Letters to Women
New Letters, Volume 2
An intimate view of Theodore Dreiser's exchanges with women
Theodore Dreiser led a long and controversial life, almost always pursuing some serious question, and not rarely pursuing women. This collection, the second volume of Dreiser correspondence to be published by the University of Illinois Press, gathers previously unpublished letters Dreiser wrote to women between 1893 and 1945, many of them showing personal feelings Dreiser revealed nowhere else.
Here he both preens and mocks himself, natters and scolds, relates his jaunts with Mencken and his skirmishes with editors and publishers. He admits his worries, bemoans his longings, and self-consciously embarks on love letters that are unafraid to smolder and flame. To one reader he sends Kisses, Kisses, Kisses, for your sweety mouth and urges his needy requests: Write me a love-letter Honey girl. Alongside such amorous play, he often expressed his deepest feelings on philosophical, religious, and social issues that characterize his public writing.
Chronologically arranged and meticulously edited by Thomas P. Riggio, these letters reveal how wide and deep Dreisers needs were. He writes to Margaret Johnson, You are beautiful & full of fine physical & mental strength & lust. Dont waste the next ten years. While living with Helen Richardson in California he wrote to Kirah Markham in New York, inquiring what she would do for him if he moved back. The volume also includes letters from his courtship of Sarah White.
Dreiser often discussed his writing in his letters to women friends, telling them what he wanted to do, where he thought he succeeded and failed, and seeking approval or criticism. Depending on his mood, he could call writing a silly business. Artificial anthracite or approvingly quote Shelley on the artist as the unacknowledged legislator of the world. These letters are by turns seductive, candid, coy, and informative, and they provide an intimate view of a master writer who knew exactly what he was after.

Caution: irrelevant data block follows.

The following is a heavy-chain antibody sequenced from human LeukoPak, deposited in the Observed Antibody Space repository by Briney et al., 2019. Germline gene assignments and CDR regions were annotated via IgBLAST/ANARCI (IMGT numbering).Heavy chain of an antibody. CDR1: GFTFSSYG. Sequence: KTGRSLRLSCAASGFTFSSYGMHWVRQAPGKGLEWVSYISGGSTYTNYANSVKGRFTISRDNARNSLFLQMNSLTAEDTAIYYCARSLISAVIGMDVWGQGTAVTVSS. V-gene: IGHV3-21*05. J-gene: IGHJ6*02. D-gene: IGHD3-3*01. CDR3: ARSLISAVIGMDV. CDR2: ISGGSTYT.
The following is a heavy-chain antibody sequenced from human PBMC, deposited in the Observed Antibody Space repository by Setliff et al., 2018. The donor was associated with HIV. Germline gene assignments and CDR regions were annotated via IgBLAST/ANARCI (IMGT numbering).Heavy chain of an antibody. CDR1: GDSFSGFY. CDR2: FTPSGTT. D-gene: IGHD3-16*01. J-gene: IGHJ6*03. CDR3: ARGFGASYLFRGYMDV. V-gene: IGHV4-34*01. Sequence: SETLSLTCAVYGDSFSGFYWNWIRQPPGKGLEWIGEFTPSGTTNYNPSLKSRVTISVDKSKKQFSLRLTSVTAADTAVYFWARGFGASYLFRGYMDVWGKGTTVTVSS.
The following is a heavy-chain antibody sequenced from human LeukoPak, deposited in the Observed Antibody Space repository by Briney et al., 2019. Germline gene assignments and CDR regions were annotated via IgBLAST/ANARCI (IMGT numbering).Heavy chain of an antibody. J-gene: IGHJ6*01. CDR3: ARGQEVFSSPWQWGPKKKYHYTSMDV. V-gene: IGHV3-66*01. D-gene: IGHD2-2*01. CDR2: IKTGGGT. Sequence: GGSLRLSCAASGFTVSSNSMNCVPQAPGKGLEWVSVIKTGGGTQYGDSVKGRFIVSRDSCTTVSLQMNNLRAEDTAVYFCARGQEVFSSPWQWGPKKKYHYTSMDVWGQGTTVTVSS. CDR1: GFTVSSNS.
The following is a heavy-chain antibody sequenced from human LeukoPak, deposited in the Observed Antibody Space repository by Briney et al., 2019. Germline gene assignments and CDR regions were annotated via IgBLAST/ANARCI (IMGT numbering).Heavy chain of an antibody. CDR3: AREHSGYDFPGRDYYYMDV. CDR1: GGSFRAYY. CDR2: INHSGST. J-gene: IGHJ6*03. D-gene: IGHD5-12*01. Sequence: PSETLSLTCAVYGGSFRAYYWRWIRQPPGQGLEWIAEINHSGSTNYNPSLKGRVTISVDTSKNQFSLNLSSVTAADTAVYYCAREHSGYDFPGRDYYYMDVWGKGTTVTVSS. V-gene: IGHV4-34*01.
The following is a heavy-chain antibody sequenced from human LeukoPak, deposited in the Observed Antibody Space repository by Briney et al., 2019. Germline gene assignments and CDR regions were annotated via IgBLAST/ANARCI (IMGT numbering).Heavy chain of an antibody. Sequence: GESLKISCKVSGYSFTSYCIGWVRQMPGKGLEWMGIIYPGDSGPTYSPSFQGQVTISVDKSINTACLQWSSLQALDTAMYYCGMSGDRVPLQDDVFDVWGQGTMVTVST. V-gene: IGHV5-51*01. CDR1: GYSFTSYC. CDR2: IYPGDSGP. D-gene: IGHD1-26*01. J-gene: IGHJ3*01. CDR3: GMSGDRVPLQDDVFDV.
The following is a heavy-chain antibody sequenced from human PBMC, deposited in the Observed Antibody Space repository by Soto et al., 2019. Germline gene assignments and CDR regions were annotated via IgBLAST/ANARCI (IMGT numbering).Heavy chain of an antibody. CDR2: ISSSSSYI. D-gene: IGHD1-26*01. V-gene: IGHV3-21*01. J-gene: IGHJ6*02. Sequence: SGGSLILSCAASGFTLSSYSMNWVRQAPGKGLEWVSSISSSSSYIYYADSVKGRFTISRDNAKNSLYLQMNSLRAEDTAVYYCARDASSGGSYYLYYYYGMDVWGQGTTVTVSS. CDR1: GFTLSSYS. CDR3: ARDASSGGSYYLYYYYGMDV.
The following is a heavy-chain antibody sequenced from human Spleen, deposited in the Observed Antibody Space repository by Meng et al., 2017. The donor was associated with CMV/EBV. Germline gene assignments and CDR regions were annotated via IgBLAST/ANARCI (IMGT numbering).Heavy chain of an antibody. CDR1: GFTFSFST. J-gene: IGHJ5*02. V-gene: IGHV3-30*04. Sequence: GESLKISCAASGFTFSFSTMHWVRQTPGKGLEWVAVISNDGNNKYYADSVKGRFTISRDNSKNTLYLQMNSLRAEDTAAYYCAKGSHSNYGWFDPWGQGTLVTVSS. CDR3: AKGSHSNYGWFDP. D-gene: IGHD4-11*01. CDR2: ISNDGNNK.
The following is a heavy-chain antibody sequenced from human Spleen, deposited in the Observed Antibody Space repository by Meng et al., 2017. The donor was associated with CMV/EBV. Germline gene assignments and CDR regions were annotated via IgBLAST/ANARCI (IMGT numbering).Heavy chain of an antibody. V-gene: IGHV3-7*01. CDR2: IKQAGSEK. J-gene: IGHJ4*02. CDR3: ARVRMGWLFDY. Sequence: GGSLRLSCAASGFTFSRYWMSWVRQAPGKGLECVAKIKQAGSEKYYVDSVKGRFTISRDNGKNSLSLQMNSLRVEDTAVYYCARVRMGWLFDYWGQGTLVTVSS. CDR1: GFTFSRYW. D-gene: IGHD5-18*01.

Riggios admirable collection, assisted by useful footnotes, brings to light new and important information not only on Dreiser, but on the difficulties of earning a living as a writer in early twentieth-century America. --TLS
This edition fills a great empty spot in American letters. I know of no volume of correspondence organized in this way, concentrating on a male writers letters to the important women in his life. We hear a new voice from Dreiser here, his voice with women--intuitive, emotional, sympathetic, and understanding.--James L. W. West III, editor of scholarly editions of Sister Carrie and Jennie Gerhardt
This collection makes a truly significant contribution to the field, making available letters never before published. It provides an intimate, unfiltered exposure to Dreiser that simply cannot be replicated by a biographer. Any research library would need to own this book.--Nancy Shawcrosss, curator of manuscripts at the Rare Book & Manuscript Library at the University of Pennsylvania
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